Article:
Last week, I explained how critical it is to learn how to read for academic purposes, and how it differs significantly from reading for pleasure. I promised we’d get into more detail in this post.
You’re probably thinking:
“But of course, I can read.”
“I read all the time.”
“You must think I’m stupid.”
Well, my reply is yes, yes and no. If you approach your University reading like you approach reading for pleasure, then you will come unstuck. Reading to gain understanding before a lecture or to gather material for an essay is completely unlike enjoying a novel or checking out your favourite blog. As Mr. Spock in Star Trek might say, “It’s reading Jim, but not as we know it”.
This is a major shift in mindset you must make when you begin to read for your degree at University. When you grasp this, you’ll be ahead of 90% of students.
The first step is establishing a system for gathering and accessing material that is directly relevant to your assignments, essays, and presentations.
My system begins by asking a series of questions. The initial question to ask yourself is WHY are you reading.
WHY are you reading?
You must identify why you are reading because the answer to this question will determine what you read, when, where and how you read it. Who you read with is entirely up to you!
Let's think again about that why. Why are you reading?
Well, there is a range of reasons why you might read at University. You may read to:
• gain background information before a lecture,
• consolidate your knowledge after a lecture,
• broaden your knowledge of a particular topic,
• gain detailed understanding of a specific topic or theory,
• identify relevant research studies to strengthen an argument,
• obtain general information for an essay,
• find empirical evidence to support your claims in an essay,
• acquire data for an assessed presentation,
• comprehensively review the literature on a specific topic.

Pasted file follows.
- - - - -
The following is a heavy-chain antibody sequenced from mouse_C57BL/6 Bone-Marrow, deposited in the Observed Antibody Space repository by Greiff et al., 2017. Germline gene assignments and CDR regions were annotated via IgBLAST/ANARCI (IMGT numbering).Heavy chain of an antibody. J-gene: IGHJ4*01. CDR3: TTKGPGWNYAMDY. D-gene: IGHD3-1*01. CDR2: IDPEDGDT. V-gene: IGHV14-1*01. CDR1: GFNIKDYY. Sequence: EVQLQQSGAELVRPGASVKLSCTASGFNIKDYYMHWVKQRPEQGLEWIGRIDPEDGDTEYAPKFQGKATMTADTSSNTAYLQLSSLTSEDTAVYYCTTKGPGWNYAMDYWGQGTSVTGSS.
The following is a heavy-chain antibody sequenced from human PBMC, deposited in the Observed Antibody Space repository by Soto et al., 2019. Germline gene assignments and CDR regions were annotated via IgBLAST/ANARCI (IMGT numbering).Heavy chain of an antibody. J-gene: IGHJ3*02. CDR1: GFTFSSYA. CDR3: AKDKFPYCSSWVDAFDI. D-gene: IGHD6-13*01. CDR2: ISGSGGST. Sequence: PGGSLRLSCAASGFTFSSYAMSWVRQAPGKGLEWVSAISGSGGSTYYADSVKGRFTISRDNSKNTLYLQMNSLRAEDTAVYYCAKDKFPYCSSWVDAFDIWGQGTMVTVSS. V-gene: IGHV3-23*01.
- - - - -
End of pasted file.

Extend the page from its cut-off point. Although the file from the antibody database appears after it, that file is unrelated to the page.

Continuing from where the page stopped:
Can you see already how it’s much easier focus on the reading you need to complete when you have a very small, specific purpose? Step one is to identify the outcome you require from your reading and really zoom in on it. Be really clear on why you are reading before you begin to read a single word.
Pro Tip #1: I find it helps to add my WHY to the top of the note paper or online document where I’m making my reading notes. It helps me keep my focus on the purpose of my reading at all times.
Let's take three different reasons why you might read at University and work through exactly how you would approach that particular type of reading.
1. Why are you reading? - to get background information for a lecture
We'll begin with reading for background information for a lecture. With this purpose in mind, you would read broadly on the subject of the lecture.
First, you would need to find the lecture slides or outline for that week's lecture. This information is usually published at least a few days in advance on your University's portal or intranet. Reviewing the lecture slides or lecture outline enables you to pick out the key topics that will be covered and read up on them. A good place to start your reading is the relevant chapters in the main textbook included on your reading list for that module.
The result from your reading? You can ask informed questions, clarify points that confuse you, and participate fully in discussions in the lecture.
2. Why are you reading? - to write an essay